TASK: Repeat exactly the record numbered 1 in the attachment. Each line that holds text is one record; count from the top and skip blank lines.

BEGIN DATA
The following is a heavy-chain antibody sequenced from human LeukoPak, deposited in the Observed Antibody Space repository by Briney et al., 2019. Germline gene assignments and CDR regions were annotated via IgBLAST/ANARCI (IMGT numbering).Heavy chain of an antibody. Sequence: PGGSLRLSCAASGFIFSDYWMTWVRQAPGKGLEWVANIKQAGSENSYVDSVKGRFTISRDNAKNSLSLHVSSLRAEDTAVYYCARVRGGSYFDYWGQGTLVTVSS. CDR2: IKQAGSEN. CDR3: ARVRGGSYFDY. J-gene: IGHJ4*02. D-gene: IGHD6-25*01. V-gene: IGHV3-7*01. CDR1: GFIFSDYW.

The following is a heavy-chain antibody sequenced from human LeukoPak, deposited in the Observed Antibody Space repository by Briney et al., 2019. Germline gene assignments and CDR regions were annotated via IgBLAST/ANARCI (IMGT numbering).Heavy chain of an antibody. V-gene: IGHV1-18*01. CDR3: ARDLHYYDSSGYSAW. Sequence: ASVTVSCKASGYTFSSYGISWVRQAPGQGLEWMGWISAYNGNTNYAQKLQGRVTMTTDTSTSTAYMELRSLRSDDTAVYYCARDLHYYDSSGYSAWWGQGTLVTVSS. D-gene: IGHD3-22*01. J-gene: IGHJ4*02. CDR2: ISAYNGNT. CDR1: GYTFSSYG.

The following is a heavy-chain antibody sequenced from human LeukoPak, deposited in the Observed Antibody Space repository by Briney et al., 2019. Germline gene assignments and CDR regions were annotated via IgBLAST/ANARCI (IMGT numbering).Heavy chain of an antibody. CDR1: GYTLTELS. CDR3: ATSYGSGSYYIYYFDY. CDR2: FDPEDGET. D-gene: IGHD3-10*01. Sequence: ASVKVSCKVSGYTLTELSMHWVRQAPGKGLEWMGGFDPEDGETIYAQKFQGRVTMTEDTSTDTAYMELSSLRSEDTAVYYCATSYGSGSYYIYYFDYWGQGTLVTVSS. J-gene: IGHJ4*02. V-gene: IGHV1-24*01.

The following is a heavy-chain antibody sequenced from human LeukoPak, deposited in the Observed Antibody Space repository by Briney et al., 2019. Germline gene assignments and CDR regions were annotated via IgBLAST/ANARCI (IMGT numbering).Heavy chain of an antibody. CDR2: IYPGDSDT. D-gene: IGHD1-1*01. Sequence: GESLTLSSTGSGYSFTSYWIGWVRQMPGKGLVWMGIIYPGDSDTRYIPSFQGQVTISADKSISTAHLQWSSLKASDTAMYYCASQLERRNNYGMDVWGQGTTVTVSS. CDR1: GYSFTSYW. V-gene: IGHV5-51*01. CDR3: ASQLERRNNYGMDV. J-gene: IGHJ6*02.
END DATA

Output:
The following is a heavy-chain antibody sequenced from human LeukoPak, deposited in the Observed Antibody Space repository by Briney et al., 2019. Germline gene assignments and CDR regions were annotated via IgBLAST/ANARCI (IMGT numbering).Heavy chain of an antibody. Sequence: PGGSLRLSCAASGFIFSDYWMTWVRQAPGKGLEWVANIKQAGSENSYVDSVKGRFTISRDNAKNSLSLHVSSLRAEDTAVYYCARVRGGSYFDYWGQGTLVTVSS. CDR2: IKQAGSEN. CDR3: ARVRGGSYFDY. J-gene: IGHJ4*02. D-gene: IGHD6-25*01. V-gene: IGHV3-7*01. CDR1: GFIFSDYW.